8. Beverly carpenter nickens says:

    The type of book that my 6 th grade students will create is the rubber band book. I would carry it a step further by teaching them how to cover the front and back of their book with colorful paper. The book will be on Shapes Into Forms. Students will be required to draw shapes, circle, triangle, square, rectangle, and turn these shapes into forms- sphere, cone, pyramid, cube, rectangular prism. The method used for this will be pencil, charcoal, oil pastels, or watercolor paint. This book will be created after all of the above mentioned media has been introduced in lessons. After covering the front of the book a form that was learnd in the pop up session will be explored based on geometric forms. Students will be required to write about their work

  9. Lisa H. says:

    I am looking forward to implementing many things I learned this week. I think the pop out cards will be great to teach the children to write thank you cards. We may have a box of ready made cards on hand to be ready to thank those who are present in our lives. Also, I think I would like to make the accordion book. This will be a blank time line and each page will represent 100 years. The art cards will be events that happened throughout history. Let us say that they study Rome or an author’s life. The time line could be re-used throughout the life of the class as different cards are placed in the pockets depending on the child’s research. (The children will want to make one though, I mean who are we kidding.) The initial lesson will be a lesson on centuries.

  10. Sharon Clipper says:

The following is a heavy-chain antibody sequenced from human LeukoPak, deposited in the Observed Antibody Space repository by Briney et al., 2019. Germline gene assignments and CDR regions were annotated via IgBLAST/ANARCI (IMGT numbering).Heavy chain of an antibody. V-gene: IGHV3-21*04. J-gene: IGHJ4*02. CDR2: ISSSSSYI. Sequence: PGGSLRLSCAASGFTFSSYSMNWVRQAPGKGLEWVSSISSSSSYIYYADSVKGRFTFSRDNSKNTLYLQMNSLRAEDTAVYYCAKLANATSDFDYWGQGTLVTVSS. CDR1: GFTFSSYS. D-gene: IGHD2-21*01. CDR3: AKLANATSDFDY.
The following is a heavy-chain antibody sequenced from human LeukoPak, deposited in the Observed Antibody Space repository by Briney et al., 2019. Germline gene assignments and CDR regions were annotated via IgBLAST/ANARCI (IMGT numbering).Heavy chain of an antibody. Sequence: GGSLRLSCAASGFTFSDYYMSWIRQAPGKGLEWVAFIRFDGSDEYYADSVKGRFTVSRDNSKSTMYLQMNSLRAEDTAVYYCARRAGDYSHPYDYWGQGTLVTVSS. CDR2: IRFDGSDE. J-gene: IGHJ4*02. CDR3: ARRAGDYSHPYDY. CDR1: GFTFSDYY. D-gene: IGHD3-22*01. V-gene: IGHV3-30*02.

I have enjoyed the experience of learning how to make books. With a few modifications for my Head Start Pre-School class (3 and 4 year olds), I would like to engage the children in making accordian books. Beginning in the first few weeks, the accordian books would represent a “timeline” of each childs’ life. I would ask each parent to initially submit a picture of their family, and an early infant photo of each child. During the school year, small drawings, paintings, and pictures of the children would be added to the accordian book(perhaps by advisory). This activity would be meaningful for each child as a long term project.

  11. Michelle says:

    I have several ideas of how to integrate the use of the books into my classroom in the first quarter.

    First of all, I love the idea of using them at the beginning to stress the ideas of collaboration and attention to detail.

    I envision using the exquisite corpse drawing during the first week to reinforce the idea that we all do things differently, but together (as long as we are all trying) we make a great whole.

    I would like to use the rubber band book as a science notetaking book as we discuss position/motion and design our own vehicle. Instead of a bug I would have them make a car, bike, or other moving object for their cover.

    I would like to use the flag book to teach text features across the year. In centers (or with a coteacher) my students could design each flag with the name of the text feature and an example.
    We could add to it throughout the year.

    I think the accordion book could be used for math. We focus on word problems in our new curriculum. I think students could write their problem and put them in the pockets, for other children to solve at a center.

    I’m not sure where to start, because the more I think about it the more ideas I seem to think of.

    I think the best way for me to utilize my time is for the book making to happen under the umbrella of “collaboration” or “community building time.” And for the details of the book to be included in centers time of reading or math. This is the time period that I have the most flexibility with.